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Direct Kerr-frequency-comb atomic spectroscopy

Stern, Liron and Stone, Jordan R. and Kang, Songbai and Cole, Daniel C. and Suh, Myoung-Gyun and Fredrick, Connor and Newman, Zachary and Vahala, Kerry and Kitching, John and Diddams, Scott A. and Papp, Scott B. (2018) Direct Kerr-frequency-comb atomic spectroscopy. . (Unpublished)

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Microresonator-based soliton frequency combs - microcombs - have recently emerged to offer low-noise, photonic-chip sources for optical measurements. Owing to nonlinear-optical physics, microcombs can be built with various materials and tuned or stabilized with a consistent framework. Some applications require phase stabilization, including optical-frequency synthesis and measurements, optical-frequency division, and optical clocks. Partially stabilized microcombs can also benefit applications, such as oscillators, ranging, dual-comb spectroscopy, wavelength calibration, and optical communications. Broad optical bandwidth, brightness, coherence, and frequency stability have made frequency-comb sources important for studying comb-matter interactions with atoms and molecules. Here, we explore direct microcomb atomic spectroscopy, utilizing a cascaded, two-photon 1529-nm atomic transition of rubidium. Both the microcomb and the atomic vapor are implemented with planar fabrication techniques to support integration. By fine and simultaneous control of the repetition rate and carrier-envelope-offset frequency of the soliton microcomb, we obtain direct sub-Doppler and hyperfine spectroscopy of the 4^2D_(5/2) manifold. Moreover, the entire set of microcomb modes are stabilized to this atomic transition, yielding absolute optical-frequency fluctuations of the microcomb at the kilohertz-level over a few seconds and < 1 MHz day-to-day accuracy. Our work demonstrates atomic spectroscopy with microcombs and provides a rubidium-stabilized microcomb laser source, operating across the 1550 nm band for sensing, dimensional metrology, and communication.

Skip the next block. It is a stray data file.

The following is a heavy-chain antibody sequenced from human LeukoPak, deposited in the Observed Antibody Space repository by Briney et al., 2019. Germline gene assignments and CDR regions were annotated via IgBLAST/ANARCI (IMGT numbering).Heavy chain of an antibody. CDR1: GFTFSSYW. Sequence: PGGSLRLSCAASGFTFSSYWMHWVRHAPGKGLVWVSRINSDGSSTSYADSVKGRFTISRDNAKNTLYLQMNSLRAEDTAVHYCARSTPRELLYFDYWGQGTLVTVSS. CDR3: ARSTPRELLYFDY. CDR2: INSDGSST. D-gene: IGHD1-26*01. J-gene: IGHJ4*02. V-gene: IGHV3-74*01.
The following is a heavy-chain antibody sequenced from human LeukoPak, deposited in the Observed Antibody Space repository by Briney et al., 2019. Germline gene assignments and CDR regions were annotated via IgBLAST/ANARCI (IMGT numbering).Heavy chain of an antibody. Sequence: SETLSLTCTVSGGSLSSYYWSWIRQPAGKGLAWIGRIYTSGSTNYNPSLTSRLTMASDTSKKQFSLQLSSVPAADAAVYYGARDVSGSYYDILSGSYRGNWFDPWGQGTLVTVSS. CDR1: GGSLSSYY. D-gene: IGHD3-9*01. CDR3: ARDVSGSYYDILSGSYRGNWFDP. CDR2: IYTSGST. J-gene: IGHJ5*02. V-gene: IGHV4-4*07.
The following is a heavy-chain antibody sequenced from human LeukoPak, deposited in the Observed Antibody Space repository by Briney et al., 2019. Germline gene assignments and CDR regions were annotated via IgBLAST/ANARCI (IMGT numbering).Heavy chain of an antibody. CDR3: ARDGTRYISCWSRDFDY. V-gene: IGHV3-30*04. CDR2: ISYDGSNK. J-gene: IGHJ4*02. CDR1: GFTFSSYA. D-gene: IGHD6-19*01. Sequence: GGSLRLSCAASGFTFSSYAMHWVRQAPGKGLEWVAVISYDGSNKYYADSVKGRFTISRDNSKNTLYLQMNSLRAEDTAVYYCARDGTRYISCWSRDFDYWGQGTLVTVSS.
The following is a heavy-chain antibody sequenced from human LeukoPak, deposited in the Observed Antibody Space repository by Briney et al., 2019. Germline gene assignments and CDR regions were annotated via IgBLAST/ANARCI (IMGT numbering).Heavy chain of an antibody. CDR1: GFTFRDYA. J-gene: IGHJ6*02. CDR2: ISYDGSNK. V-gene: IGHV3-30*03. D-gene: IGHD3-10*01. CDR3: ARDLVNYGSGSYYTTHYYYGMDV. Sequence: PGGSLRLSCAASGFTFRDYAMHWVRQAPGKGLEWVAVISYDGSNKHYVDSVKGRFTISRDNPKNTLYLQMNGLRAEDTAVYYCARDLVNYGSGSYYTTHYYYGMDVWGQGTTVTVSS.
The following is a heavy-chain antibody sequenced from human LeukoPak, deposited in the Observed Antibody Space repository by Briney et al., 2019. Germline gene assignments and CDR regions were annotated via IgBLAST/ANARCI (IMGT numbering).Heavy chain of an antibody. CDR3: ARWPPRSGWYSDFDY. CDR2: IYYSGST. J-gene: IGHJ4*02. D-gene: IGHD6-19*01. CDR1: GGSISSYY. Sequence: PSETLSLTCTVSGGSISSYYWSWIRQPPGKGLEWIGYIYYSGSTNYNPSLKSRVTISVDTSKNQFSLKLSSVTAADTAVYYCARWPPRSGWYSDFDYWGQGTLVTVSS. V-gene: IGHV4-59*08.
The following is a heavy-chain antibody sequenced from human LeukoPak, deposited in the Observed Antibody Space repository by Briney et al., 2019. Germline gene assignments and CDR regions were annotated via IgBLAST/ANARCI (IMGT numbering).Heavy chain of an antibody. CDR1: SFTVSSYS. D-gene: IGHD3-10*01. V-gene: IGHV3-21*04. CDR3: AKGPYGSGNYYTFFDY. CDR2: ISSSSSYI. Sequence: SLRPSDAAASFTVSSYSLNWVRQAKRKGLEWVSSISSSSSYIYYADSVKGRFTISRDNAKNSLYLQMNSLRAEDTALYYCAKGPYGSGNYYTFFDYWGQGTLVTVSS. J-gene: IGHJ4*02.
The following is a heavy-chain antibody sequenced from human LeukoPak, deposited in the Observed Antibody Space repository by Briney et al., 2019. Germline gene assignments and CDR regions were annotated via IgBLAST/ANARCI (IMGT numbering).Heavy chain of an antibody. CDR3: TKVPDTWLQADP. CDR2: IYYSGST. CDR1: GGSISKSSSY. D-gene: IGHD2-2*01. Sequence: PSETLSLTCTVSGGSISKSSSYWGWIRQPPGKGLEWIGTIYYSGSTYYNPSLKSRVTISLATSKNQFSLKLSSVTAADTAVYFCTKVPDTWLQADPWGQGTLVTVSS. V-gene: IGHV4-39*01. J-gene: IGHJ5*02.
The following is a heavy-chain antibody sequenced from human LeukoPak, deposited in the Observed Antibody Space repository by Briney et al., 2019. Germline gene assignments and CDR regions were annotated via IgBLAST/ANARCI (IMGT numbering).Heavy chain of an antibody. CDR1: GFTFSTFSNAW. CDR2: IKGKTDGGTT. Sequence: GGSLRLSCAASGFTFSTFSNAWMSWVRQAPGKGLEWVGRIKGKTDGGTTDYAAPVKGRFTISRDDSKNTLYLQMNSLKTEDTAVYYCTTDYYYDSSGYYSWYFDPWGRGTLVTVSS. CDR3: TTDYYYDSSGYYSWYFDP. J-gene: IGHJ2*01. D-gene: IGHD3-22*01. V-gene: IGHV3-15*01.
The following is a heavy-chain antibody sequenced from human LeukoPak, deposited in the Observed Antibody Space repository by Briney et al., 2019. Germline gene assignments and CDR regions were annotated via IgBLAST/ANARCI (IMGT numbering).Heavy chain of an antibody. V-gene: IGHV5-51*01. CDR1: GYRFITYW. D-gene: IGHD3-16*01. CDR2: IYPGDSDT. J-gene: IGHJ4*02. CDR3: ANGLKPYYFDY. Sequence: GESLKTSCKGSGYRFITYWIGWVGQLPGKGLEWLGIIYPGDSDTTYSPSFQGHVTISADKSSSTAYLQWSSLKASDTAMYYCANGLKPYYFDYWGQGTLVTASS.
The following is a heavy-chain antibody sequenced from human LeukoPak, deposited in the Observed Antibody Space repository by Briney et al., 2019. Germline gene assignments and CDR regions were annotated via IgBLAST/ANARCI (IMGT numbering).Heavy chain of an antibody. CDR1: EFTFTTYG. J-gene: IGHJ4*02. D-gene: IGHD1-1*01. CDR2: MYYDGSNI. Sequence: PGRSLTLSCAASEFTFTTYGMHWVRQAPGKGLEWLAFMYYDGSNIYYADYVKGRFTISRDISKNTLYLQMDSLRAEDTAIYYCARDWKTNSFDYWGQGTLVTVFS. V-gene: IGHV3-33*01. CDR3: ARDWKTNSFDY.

Item Type:Report or Paper (Discussion Paper)
Related URLs:
URLURL TypeDescription Paper
Cole, Daniel C.0000-0002-6360-1319
Suh, Myoung-Gyun0000-0002-9527-0585
Fredrick, Connor0000-0002-0560-1433
Vahala, Kerry0000-0003-1783-1380
Diddams, Scott A.0000-0002-2144-0764
Additional Information:We thank Su-Peng Yu and Matthew Hummon for comments on the manuscript. The authors would like to acknowledge the Kavli Nanoscience Institute. This work is a contribution of the US government and is not subject to copyright in the United States of America.
Group:Kavli Nanoscience Institute
Funding AgencyGrant Number
Kavli Nanoscience InstituteUNSPECIFIED
Record Number:CaltechAUTHORS:20190429-145001580
Persistent URL:
Usage Policy:No commercial reproduction, distribution, display or performance rights in this work are provided.
ID Code:95080
Deposited By: Tony Diaz
Deposited On:29 Apr 2019 21:54
Last Modified:02 Jun 2023 00:44

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